A few years later I’d see him again, he’d turned into a cowboy and was hanging out in the back of a pick up truck with some other cowboys in the parking lot of the Denny’s my friends and I would go to. When I say he turned into a cowboy I mean he’d started wearing cowboy boots and a cowboy hat and had developed a very strong southern drawl. I said “Hey Erik-with-a-k what the fuck is up with the cowboy boots and hat and that southern drawl?” and he said “Boy! Whyount you comm’on over ‘ere and you’ll find out!” and I said “No thanks” and went inside the Denny’s. He and his friends drove away pretty quickly once more of my friends showed up and joined me inside. They were probably worried someone would throw a skateboard at their pickup truck and scratch the paint or something. When I got home that night there was a message on my answering machine from him, full hick-accent and with some good-ol boys a hootin’ and a hollerin’ in the background and conveyin’ the message that I got lucky tonight but he’d find me some other time when I didn’t have all my friends and teach me a lesson about respect.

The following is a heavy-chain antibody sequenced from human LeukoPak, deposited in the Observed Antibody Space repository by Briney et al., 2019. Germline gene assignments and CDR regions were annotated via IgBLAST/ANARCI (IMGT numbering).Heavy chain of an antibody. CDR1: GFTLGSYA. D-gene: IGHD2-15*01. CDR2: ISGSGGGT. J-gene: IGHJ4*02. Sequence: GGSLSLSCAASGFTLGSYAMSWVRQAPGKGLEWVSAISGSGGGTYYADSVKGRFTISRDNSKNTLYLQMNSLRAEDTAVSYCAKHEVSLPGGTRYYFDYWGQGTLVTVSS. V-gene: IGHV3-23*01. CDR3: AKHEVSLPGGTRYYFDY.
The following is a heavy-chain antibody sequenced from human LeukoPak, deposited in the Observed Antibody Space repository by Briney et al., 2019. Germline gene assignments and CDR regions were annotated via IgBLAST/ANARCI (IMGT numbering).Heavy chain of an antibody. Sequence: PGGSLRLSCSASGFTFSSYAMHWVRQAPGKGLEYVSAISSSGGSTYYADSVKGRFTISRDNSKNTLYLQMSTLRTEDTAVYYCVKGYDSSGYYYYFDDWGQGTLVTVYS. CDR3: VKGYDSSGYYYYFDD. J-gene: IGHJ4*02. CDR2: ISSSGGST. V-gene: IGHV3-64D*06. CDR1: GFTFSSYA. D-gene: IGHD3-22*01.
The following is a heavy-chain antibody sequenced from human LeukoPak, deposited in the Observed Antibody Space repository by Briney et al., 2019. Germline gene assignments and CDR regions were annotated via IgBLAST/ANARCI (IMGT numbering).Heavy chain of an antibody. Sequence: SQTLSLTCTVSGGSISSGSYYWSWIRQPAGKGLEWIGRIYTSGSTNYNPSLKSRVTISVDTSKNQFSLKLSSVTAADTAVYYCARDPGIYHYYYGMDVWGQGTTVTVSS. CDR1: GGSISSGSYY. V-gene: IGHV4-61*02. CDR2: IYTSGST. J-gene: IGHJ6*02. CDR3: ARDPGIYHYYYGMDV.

I’m pretty sure I never saw or heard from him ever again though I passed some dude who looked a hell of a lot like him on the moving sidewalk at Denver airport about 5 years ago and I like to think it was him and he got scared because he didn’t have his rodeo clowns with him and ran anyway as soon as he got off the moving sidewalk. True story.

[This story was originally written for my newsletter/mailing list thing which you should subscribe to if you haven’t already.]

Hello. Remember blogging?